Tales From Terminal City

I take this city for granted, sometimes. I know that I often write about my neighbourhood and its amenities, but I don’t explore the rest of Vancouver enough. Sometimes, I even forget to look up.

So it’s good to get a reminder of all that this city has to offer, along with a call to become more involved in its evolution. This past Saturday, I went to Granville Island to take part in Tales From Terminal City: 125 Years of Vancouver, presented by SFU’s Undergraduate Semester in Dialogue. The students developed a program of three workshops – a walking tour of Granville Island, a collaborative public art project and an urban agriculture presentation. Participation was open to anyone and each participant could choose two of the three workshops to attend. I chose the walking tour and the gardening presentation, feeling that art was better left in the hands of, well, people who are not me.

Each of the workshops was framed around a model of storytelling. For the walking tour our guides, Breanna Kato and Ryan Stewart, told us stories from the history of Granville Island, while pointing out places where new stories are being created. During the gardening workshop, each participant told stories of their connection to gardening and growing food and discussed the possibilities for food production in the city. Those who chose the art project worked together to create a visual story of their connections to Vancouver.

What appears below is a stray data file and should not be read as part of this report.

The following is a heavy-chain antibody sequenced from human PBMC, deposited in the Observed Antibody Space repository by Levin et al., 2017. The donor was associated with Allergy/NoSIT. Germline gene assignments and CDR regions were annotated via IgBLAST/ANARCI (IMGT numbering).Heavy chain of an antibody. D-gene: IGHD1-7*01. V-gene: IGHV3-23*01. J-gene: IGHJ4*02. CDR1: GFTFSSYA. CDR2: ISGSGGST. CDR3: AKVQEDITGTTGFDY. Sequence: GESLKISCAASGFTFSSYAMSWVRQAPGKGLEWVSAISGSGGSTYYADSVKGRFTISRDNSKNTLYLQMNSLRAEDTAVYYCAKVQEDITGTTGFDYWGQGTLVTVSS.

The entire group convened before and between the workshops and we listened to the students from the Dialogue program, as they told their stories of Vancouver. At the end of the afternoon, we broke out into groups for open discussion around questions posed by the students. They were interested in our connections to Vancouver, but were also gathering our thoughts around how to become more engaged citizens of this place. We came together one last time, to listen to one of the semester’s mentors, storyteller Naomi Steinberg, talk about the role of listening and storytelling in creating, as she put it, community awareness, individual validation, collective support and civic engagement.

It was a stimulating day, full of listening to people’s experiences and thinking about our city in a number of different ways. It’s exciting to see youth who are so engaged and articulate. I encourage you to go visit the program’s web page at the link above. The concept is fascinating and I can only imagine how rewarding the experience must be for the students who participate.


2 thoughts on “Tales From Terminal City

  1. It does sound fascinating, Teresa. What a wonderful experience! I do love storytelling and would have loved to listen to their stories. I wish we had something like that here. Thank you for sharing it with us!

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